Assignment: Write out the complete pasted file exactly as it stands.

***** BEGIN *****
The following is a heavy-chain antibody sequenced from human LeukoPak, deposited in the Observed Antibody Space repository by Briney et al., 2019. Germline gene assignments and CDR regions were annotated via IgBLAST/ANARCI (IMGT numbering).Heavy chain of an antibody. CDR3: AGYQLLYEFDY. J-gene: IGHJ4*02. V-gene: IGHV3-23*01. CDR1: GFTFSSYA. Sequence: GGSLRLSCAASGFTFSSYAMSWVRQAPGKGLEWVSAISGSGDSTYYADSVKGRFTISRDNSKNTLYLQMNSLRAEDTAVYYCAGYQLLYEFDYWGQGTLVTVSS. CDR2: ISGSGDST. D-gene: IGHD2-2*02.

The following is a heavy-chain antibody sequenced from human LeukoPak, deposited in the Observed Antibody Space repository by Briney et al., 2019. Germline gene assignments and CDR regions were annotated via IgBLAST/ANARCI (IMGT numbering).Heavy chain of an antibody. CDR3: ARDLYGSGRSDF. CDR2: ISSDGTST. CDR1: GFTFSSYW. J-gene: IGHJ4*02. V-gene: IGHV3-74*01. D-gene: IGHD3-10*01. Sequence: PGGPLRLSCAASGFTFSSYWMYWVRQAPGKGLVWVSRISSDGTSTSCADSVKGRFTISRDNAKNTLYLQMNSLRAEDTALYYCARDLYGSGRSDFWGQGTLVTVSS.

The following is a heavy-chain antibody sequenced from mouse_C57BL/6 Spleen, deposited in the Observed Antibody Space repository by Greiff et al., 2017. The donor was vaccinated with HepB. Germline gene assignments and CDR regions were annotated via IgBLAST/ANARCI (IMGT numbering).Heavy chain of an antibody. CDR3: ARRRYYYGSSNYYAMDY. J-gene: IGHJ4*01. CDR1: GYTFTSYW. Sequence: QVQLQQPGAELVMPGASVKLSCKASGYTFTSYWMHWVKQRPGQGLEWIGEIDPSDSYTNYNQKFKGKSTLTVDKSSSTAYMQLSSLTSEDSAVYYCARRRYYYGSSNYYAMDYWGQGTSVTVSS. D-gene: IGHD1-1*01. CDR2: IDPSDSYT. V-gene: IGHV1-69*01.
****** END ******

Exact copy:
The following is a heavy-chain antibody sequenced from human LeukoPak, deposited in the Observed Antibody Space repository by Briney et al., 2019. Germline gene assignments and CDR regions were annotated via IgBLAST/ANARCI (IMGT numbering).Heavy chain of an antibody. CDR3: AGYQLLYEFDY. J-gene: IGHJ4*02. V-gene: IGHV3-23*01. CDR1: GFTFSSYA. Sequence: GGSLRLSCAASGFTFSSYAMSWVRQAPGKGLEWVSAISGSGDSTYYADSVKGRFTISRDNSKNTLYLQMNSLRAEDTAVYYCAGYQLLYEFDYWGQGTLVTVSS. CDR2: ISGSGDST. D-gene: IGHD2-2*02.

The following is a heavy-chain antibody sequenced from human LeukoPak, deposited in the Observed Antibody Space repository by Briney et al., 2019. Germline gene assignments and CDR regions were annotated via IgBLAST/ANARCI (IMGT numbering).Heavy chain of an antibody. CDR3: ARDLYGSGRSDF. CDR2: ISSDGTST. CDR1: GFTFSSYW. J-gene: IGHJ4*02. V-gene: IGHV3-74*01. D-gene: IGHD3-10*01. Sequence: PGGPLRLSCAASGFTFSSYWMYWVRQAPGKGLVWVSRISSDGTSTSCADSVKGRFTISRDNAKNTLYLQMNSLRAEDTALYYCARDLYGSGRSDFWGQGTLVTVSS.

The following is a heavy-chain antibody sequenced from mouse_C57BL/6 Spleen, deposited in the Observed Antibody Space repository by Greiff et al., 2017. The donor was vaccinated with HepB. Germline gene assignments and CDR regions were annotated via IgBLAST/ANARCI (IMGT numbering).Heavy chain of an antibody. CDR3: ARRRYYYGSSNYYAMDY. J-gene: IGHJ4*01. CDR1: GYTFTSYW. Sequence: QVQLQQPGAELVMPGASVKLSCKASGYTFTSYWMHWVKQRPGQGLEWIGEIDPSDSYTNYNQKFKGKSTLTVDKSSSTAYMQLSSLTSEDSAVYYCARRRYYYGSSNYYAMDYWGQGTSVTVSS. D-gene: IGHD1-1*01. CDR2: IDPSDSYT. V-gene: IGHV1-69*01.